* Focus on dialogue this year, possible action next year
* Welcomes lower pay package for BP CEO
* On tax, says change could take several years
* Fund's accumulated returns exceed amount injected
(Adds CEO quotes from Reuters interview, reaction)
By Gwladys Fouche and Terje Solsvik
OSLO, April 7 Norway's $915 billion sovereign
wealth fund, the world's biggest, stepped up pressure on the
companies it invests in with a call for them to be more
transparent about taxes and to overhaul executive pay.
Norwegian lawmakers last year ordered the fund, which said
on Friday it earned 298 billion Norwegian crowns ($34.6 billion)
from its investments in the last quarter, to be more involved in
global efforts to combat tax havens.
Norges Bank Investment Management, which invests the
proceeds of Norway's vast offshore oil and gas production, said
that public country-by-country tax reporting is a core element
of transparency, taxes should be paid where economic value is
generated and boards are responsible for tax arrangements.
But the fund does not plan to take steps against companies
it is invested in which have come under criticism such as Apple
"This is a question for the very long run. We are not likely
to put any shareholder proposal to any AGM on this issue," CEO
Yngve Slyngstad told Reuters.
"Our starting point is that we are building on the
international principles that are agreed in international
organisations like the OECD. Then we ask the companies to take a
hard look at these suggestions. They are not binding
regulations, they are suggestions," he added
The fund itself has been criticised for having subsidiaries
in countries such as Luxembourg, although Slyngstad said there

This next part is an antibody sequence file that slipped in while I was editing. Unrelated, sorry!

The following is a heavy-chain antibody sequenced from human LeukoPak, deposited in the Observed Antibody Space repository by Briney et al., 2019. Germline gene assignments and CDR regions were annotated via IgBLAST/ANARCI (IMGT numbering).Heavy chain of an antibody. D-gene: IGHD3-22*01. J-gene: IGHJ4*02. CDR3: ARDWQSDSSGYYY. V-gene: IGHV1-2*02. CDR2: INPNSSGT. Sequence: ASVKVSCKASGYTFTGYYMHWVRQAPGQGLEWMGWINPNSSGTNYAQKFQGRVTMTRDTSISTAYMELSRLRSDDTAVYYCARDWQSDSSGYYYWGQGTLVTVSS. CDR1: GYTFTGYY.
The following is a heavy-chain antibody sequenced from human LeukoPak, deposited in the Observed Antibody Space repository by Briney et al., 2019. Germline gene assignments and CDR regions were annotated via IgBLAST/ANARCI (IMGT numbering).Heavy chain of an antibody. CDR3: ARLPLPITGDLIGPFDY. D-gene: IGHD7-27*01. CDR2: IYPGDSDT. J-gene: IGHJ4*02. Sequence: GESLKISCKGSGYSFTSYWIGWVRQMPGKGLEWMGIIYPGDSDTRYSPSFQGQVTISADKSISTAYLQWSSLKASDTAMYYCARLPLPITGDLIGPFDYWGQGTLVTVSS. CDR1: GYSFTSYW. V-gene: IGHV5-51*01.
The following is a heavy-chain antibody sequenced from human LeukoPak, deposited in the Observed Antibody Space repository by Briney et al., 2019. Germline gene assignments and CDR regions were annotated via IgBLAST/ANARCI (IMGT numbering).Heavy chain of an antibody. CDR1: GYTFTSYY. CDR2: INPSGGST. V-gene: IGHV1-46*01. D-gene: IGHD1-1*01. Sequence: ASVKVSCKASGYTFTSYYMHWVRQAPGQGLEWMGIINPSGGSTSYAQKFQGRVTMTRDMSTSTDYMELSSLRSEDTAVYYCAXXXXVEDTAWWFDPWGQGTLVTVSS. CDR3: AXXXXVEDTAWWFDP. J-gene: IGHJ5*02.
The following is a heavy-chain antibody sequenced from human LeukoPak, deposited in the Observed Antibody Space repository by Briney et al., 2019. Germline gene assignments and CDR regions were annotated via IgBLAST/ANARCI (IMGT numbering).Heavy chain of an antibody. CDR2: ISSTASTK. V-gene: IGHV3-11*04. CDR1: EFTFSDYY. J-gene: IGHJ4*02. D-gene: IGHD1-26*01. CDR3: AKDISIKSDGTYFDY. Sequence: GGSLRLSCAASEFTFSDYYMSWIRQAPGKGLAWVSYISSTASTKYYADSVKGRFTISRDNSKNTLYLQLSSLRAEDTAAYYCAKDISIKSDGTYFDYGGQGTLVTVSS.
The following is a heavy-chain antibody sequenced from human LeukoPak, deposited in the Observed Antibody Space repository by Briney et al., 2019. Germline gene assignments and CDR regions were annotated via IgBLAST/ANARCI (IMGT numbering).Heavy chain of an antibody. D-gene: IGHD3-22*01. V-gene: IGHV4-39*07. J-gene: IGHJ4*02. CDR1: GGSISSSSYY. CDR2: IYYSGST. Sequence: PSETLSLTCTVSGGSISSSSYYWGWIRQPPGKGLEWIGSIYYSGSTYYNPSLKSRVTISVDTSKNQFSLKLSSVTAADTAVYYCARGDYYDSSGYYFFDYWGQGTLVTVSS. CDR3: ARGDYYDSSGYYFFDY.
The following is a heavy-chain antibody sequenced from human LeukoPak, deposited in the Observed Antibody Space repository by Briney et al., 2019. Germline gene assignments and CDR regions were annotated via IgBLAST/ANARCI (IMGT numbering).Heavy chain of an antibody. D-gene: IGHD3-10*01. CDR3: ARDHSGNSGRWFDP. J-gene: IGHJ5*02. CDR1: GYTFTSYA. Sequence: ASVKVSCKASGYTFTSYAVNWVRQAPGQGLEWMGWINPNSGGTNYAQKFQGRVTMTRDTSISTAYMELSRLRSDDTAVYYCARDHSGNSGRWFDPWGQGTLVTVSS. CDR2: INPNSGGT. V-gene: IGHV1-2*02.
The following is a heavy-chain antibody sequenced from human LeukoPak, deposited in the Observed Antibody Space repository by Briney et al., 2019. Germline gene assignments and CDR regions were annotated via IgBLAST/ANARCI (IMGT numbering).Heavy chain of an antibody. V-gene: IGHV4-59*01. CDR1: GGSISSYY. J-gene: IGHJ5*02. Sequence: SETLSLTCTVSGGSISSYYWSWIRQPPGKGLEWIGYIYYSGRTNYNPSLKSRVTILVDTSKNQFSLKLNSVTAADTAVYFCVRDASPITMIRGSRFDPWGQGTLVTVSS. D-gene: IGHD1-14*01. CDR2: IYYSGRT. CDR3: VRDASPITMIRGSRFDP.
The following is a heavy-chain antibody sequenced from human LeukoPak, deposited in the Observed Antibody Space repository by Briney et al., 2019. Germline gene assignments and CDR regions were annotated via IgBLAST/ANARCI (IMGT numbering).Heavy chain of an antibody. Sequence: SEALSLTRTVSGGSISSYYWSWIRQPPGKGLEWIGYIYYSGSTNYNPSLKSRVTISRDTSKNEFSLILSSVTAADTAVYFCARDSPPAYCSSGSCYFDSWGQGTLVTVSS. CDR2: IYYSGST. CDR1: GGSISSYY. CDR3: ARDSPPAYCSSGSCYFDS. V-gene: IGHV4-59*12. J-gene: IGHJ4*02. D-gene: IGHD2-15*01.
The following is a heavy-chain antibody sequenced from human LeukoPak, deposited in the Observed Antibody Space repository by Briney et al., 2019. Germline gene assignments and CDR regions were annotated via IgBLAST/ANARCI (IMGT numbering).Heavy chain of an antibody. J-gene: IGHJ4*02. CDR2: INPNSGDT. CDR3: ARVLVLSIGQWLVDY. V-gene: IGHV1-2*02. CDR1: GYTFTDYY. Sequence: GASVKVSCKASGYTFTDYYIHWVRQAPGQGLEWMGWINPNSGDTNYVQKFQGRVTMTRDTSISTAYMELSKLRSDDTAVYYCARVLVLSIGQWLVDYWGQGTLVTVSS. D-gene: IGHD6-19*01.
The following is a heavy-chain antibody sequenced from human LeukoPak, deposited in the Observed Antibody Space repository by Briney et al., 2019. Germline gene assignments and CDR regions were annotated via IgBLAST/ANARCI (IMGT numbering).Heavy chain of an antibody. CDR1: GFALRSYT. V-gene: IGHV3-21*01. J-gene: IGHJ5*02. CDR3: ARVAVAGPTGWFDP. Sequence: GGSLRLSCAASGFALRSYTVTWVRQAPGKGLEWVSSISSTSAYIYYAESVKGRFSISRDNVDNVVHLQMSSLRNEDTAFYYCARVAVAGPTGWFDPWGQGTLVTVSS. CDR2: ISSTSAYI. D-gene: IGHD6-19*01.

was a clear rationale for using them and no need to change.
Groups that have campaigned on tax transparency gave the
fund's stance on tax a cautious welcome.
"The oil fund is taking a big and important step in fighting
tax evasion," Kjetil Abildsnes from the Norwegian Church Aid NGO
"At the same time they do not set expectations on the
transparency of ownership of companies," Abildsnes added.
SIMPLE EXECUTIVE PAY
NBIM also joined calls for so-called long-term incentive
plans (LTIPs) as part of executive pay to be scrapped.
"For us long-term incentive plans should be removed from pay
packages. The packages we want in the future are very different
from what they are now. They are too complicated," Slyngstad
told reporters following its results. "We want simplicity."
He said the fund would engage in a dialogue with companies
during this voting season and if it is not satisfied, it would
consider further steps such as motions or coordination with
other investors, next year.
"If we find we are a minority investor way off what other
investors are thinking, there is no purpose in trying to enforce
that in a vote that will be not be successful," Slyngstad said.
The fund's approach would differ in individual countries, he
added. While welcoming the lower pay package for BP CEO
Bob Dudley, Slyngstad did not say how the fund would vote at the
oil major's upcoming AGM.
With stakes in close to 9,000 companies globally, owning on
average 1.3 percent of all listed equities, the fund is among
the world's most influential investors and from time to time
expresses its "expectations" in a bid to influence behaviour.
The fund said in the first quarter it earned a return of 3.8
percent and beating its benchmark index by 0.1 percentage point.
In the fourth quarter it booked a return of 2.17 percent.
The fund also reached a milestone during the first quarter
in that the total return it has earned on investments since its
inception is now greater than the cash directly injected.
"Measured in Norwegian crowns, this was the third best
quarter in the history of the fund, driven by strong returns on
the equity investments. In the last month, the total return
exceeded the total inflow of the fund," Slyngstad said.
($1 = 8.6161 Norwegian crowns)
(Additional reporting by Camilla Knudsen; editing by Alexander